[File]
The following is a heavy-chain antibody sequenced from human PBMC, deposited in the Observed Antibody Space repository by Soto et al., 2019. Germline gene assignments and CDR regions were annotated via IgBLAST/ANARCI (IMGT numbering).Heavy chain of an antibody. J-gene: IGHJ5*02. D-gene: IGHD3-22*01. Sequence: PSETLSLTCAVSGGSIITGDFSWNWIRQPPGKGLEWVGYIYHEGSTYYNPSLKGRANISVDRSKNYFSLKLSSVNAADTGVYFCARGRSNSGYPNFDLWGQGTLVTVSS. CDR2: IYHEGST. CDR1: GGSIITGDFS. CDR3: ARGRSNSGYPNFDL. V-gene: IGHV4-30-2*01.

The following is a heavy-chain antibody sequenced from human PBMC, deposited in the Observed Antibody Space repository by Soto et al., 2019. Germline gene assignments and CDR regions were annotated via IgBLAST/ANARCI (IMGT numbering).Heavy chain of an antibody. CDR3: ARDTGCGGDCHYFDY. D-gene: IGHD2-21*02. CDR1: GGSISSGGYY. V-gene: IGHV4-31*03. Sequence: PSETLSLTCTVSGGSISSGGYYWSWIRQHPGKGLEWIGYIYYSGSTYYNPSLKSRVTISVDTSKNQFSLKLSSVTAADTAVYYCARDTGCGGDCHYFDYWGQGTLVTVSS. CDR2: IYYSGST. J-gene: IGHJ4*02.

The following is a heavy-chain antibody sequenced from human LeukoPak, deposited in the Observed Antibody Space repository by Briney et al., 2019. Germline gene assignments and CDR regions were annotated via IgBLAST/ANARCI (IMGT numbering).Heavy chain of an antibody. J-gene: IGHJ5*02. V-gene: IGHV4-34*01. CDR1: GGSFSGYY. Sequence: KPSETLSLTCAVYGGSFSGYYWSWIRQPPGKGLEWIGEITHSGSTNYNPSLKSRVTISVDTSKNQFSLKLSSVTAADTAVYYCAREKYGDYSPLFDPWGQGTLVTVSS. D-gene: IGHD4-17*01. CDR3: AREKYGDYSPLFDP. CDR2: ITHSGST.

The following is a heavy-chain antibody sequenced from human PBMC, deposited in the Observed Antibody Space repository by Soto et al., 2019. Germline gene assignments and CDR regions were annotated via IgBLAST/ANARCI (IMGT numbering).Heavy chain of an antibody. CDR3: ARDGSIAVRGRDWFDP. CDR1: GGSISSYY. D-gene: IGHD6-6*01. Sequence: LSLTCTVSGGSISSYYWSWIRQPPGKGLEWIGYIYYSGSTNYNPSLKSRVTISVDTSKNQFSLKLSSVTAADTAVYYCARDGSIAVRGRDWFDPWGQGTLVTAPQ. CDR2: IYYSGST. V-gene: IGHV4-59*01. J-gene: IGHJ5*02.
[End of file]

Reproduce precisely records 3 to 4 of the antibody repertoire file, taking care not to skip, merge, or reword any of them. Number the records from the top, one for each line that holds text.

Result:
The following is a heavy-chain antibody sequenced from human LeukoPak, deposited in the Observed Antibody Space repository by Briney et al., 2019. Germline gene assignments and CDR regions were annotated via IgBLAST/ANARCI (IMGT numbering).Heavy chain of an antibody. J-gene: IGHJ5*02. V-gene: IGHV4-34*01. CDR1: GGSFSGYY. Sequence: KPSETLSLTCAVYGGSFSGYYWSWIRQPPGKGLEWIGEITHSGSTNYNPSLKSRVTISVDTSKNQFSLKLSSVTAADTAVYYCAREKYGDYSPLFDPWGQGTLVTVSS. D-gene: IGHD4-17*01. CDR3: AREKYGDYSPLFDP. CDR2: ITHSGST.

The following is a heavy-chain antibody sequenced from human PBMC, deposited in the Observed Antibody Space repository by Soto et al., 2019. Germline gene assignments and CDR regions were annotated via IgBLAST/ANARCI (IMGT numbering).Heavy chain of an antibody. CDR3: ARDGSIAVRGRDWFDP. CDR1: GGSISSYY. D-gene: IGHD6-6*01. Sequence: LSLTCTVSGGSISSYYWSWIRQPPGKGLEWIGYIYYSGSTNYNPSLKSRVTISVDTSKNQFSLKLSSVTAADTAVYYCARDGSIAVRGRDWFDPWGQGTLVTAPQ. CDR2: IYYSGST. V-gene: IGHV4-59*01. J-gene: IGHJ5*02.